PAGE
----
Slippery When Wet: Tile Floors – Orlando Interior Designer

Remember when slippery when wet brought this guy to mind?

via GIPHY

Well… guess who else should be worried about tile floors that are slippery when wet? That’s right Mr. Jon Bon Jovi himself and every single member of his band have been AARP eligible for a couple of years now! We tend to think of “aging in place” as something for our parents. However, if you:

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  1. Have just emptied your nest; or
  2. Are in the throes of serious retirement planning; and
  3. Planning a major remodeling project; and
  4. Planning to live in your home for the long-term

Then applying aging in place concepts to your home should be a big part of your retirement plan!! And that includes the materials and quality of the flooring in your home!

Over the last 3 weeks I’ve covered several topics on tile floors and bathroom flooring. This week is the last topic, but I’m really digging into the part that concerns every empty nester who plans to install tile floors… How is this going to work for me as I get older?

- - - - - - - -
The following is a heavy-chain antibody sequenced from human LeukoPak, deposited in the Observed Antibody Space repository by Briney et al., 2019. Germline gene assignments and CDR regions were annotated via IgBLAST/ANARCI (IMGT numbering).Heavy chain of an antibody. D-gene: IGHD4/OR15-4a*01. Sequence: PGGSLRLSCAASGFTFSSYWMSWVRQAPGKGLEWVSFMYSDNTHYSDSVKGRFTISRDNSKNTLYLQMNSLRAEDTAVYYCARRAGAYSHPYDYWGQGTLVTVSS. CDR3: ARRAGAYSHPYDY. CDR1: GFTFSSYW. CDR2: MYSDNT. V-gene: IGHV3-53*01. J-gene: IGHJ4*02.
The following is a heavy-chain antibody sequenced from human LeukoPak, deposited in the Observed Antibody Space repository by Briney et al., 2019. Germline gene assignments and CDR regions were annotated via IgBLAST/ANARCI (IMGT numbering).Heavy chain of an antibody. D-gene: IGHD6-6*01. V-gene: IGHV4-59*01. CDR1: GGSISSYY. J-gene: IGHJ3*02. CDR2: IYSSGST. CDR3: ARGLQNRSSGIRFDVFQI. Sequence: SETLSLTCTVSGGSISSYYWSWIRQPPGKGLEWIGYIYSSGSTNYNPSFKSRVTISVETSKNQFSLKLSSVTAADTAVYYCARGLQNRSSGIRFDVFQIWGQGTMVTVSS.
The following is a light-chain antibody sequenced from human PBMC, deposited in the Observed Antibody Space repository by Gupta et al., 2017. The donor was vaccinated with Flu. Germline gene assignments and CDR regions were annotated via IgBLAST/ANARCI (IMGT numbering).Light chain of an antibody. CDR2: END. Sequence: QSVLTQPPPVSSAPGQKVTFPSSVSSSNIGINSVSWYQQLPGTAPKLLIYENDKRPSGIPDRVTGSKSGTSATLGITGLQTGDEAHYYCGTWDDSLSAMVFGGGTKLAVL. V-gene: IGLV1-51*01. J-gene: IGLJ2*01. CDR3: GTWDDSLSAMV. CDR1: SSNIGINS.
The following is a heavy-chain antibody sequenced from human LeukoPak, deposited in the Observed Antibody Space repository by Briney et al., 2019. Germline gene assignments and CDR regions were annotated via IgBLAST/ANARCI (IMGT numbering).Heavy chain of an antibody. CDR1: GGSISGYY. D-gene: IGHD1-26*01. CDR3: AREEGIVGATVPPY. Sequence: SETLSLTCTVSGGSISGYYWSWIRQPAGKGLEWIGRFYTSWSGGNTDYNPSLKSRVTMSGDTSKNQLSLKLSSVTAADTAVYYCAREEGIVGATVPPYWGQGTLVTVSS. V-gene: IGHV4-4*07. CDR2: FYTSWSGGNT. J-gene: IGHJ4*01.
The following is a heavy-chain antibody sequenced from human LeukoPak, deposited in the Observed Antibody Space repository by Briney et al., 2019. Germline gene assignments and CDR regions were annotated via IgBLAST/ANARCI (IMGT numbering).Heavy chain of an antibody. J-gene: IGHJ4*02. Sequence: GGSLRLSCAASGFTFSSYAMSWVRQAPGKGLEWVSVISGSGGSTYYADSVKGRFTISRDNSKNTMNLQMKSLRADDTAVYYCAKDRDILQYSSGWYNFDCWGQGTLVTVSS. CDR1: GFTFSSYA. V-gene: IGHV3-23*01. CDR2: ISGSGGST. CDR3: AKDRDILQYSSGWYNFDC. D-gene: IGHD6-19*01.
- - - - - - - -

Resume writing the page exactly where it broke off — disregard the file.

It’s a smart question because there are several issues that can arise:

  • How slippery will it be?
  • Will it be hard on my feet and joints?
  • Will it be easy to keep clean?

Slippery When Wet

I know, I know… This is the THIRD time I’ve said it… If you want a slip resistant floor you need to know the DCOF score OR you have to use smaller tiles (4×4 or smaller). The DCOF basically tells you how slippery the floor will be when wet. DCOF should be >0.42. The best place to find a DCOF score is the specification information for the tile. This means that you will need to purchase tile that has this kind of information. Typically, tile sold at big box stores – especially discount Big Box, like Floor and Decor – won’t have this kind of information. If you can get the brand or manufacturer information off the box, you can look it up online. DCOF is very important if you want to use a large format tile in your shower. For example, if you want to create a level entry shower.

shower with slip resistant floor
This shower is barrier free